To obtain information about the morphology of soot, thermophoretic sampling of soot particles is conducted followed by the analysis of the images of the samples captured by a transmission electron microscope (TEM). The sampling technique used in the present work is based on earlier works by Köylü and coworkers. A copper electron microscopy grid, 3 mmin diameter, with standard square mesh and a mesh size of 200 acts as the cold surface. The grid is held by two 0.3 mm-thick stainless steel sheets. Figure shows a sketch of this grid holder. The holder is attached to a double acting pneumatic air cylinder with 1–1/16 in. bore diameter and one inch stroke. The cylinder is actuated by two high flow rate 3/2-way and normally closed solenoid valves, from Festo. The operating pressure is 80 psi. To synchronize the motion of the piston, the timer function of an Omron ZEN V2 programmable logic controller (PLC) is used. A sketch of the sampling setup is presented in Figure above. The ‘exposure time’, the time during which the TEM grid is exposed to the desired soot containing position in the flame, is chosen to keep the grid coverage below 15% to prevent overlapping of the soot aggregates. The grid travels through other soot containing regions and the high temperature soot oxidation region in the flame to reach the intended position. To minimize the unavoidable contamination and oxidation in those areas, the ‘travel time’ should be small. In this work, our goal is to keep the travel time smaller than 10% of the exposure time. The timing is monitored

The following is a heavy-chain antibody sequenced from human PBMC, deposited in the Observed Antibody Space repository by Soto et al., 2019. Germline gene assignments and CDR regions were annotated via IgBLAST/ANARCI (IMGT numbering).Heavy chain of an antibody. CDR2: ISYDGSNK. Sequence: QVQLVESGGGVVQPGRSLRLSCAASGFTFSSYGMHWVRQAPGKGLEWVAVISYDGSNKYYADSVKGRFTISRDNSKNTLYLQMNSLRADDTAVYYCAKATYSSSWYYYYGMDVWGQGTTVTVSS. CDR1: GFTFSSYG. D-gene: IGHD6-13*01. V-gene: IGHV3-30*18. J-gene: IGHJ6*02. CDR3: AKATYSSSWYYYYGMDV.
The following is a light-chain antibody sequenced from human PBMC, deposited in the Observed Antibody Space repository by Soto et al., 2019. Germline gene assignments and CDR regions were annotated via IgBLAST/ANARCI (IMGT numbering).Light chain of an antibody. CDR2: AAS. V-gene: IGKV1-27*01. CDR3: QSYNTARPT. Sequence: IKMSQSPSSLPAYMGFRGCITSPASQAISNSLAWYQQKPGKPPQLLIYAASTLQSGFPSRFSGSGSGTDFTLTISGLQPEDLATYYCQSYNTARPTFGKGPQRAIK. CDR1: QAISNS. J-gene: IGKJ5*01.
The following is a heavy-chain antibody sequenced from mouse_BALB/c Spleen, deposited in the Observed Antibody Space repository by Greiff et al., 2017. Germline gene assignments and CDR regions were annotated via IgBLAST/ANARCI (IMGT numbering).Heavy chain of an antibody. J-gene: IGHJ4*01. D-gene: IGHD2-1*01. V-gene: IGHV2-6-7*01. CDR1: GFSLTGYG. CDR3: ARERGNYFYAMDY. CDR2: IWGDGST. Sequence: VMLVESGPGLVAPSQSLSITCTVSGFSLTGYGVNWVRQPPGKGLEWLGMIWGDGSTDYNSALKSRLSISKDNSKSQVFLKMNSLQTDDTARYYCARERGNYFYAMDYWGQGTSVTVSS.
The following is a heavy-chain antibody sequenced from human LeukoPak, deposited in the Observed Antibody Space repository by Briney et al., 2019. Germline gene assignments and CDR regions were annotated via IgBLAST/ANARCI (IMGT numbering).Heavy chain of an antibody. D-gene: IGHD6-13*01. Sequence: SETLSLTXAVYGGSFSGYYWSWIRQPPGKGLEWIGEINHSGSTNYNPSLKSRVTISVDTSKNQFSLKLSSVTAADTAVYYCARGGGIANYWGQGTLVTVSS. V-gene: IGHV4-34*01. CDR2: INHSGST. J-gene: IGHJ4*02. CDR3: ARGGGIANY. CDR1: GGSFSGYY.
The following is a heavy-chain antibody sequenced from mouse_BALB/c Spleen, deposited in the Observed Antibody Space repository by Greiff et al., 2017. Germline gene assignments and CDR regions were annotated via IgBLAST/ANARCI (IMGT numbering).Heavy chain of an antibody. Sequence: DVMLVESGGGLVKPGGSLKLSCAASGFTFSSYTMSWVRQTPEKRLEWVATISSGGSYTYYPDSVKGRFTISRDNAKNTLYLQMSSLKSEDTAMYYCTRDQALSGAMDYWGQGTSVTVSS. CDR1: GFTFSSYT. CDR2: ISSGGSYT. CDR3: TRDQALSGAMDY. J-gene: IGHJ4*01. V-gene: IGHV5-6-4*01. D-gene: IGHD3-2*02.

by the laser-based arrangement shown in Figure above. Samples are characterized using a Hitachi H-700 TEM operating at an accelerating voltage of 100 kV. The images are analyzed using the ImageJ software, based on the method detailed in by koylu et al.
An illustration of the evolution of soot morphology in two flames. A Jet A1 surrogate on the left and a surrogate for GtL on the right. the effects of the presence of aromatics in the Jet A1 surrogate is clearly observed.